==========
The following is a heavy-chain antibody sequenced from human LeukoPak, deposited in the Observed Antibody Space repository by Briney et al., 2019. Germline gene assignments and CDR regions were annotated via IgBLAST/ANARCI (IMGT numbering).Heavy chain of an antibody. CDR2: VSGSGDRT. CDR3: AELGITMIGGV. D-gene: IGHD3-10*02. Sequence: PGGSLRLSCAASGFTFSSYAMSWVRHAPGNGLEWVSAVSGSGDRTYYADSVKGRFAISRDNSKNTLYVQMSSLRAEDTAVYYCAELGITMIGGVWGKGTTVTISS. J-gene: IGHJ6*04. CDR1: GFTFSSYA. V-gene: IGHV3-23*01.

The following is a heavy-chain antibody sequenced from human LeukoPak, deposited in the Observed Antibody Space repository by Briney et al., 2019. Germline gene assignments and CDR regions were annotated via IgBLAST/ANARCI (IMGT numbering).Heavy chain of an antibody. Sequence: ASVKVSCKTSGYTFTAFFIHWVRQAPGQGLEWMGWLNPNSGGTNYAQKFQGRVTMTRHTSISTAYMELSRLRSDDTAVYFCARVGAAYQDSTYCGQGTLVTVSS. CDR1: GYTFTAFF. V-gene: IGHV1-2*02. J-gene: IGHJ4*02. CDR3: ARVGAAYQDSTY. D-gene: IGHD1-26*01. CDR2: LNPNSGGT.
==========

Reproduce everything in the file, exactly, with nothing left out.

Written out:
The following is a heavy-chain antibody sequenced from human LeukoPak, deposited in the Observed Antibody Space repository by Briney et al., 2019. Germline gene assignments and CDR regions were annotated via IgBLAST/ANARCI (IMGT numbering).Heavy chain of an antibody. CDR2: VSGSGDRT. CDR3: AELGITMIGGV. D-gene: IGHD3-10*02. Sequence: PGGSLRLSCAASGFTFSSYAMSWVRHAPGNGLEWVSAVSGSGDRTYYADSVKGRFAISRDNSKNTLYVQMSSLRAEDTAVYYCAELGITMIGGVWGKGTTVTISS. J-gene: IGHJ6*04. CDR1: GFTFSSYA. V-gene: IGHV3-23*01.

The following is a heavy-chain antibody sequenced from human LeukoPak, deposited in the Observed Antibody Space repository by Briney et al., 2019. Germline gene assignments and CDR regions were annotated via IgBLAST/ANARCI (IMGT numbering).Heavy chain of an antibody. Sequence: ASVKVSCKTSGYTFTAFFIHWVRQAPGQGLEWMGWLNPNSGGTNYAQKFQGRVTMTRHTSISTAYMELSRLRSDDTAVYFCARVGAAYQDSTYCGQGTLVTVSS. CDR1: GYTFTAFF. V-gene: IGHV1-2*02. J-gene: IGHJ4*02. CDR3: ARVGAAYQDSTY. D-gene: IGHD1-26*01. CDR2: LNPNSGGT.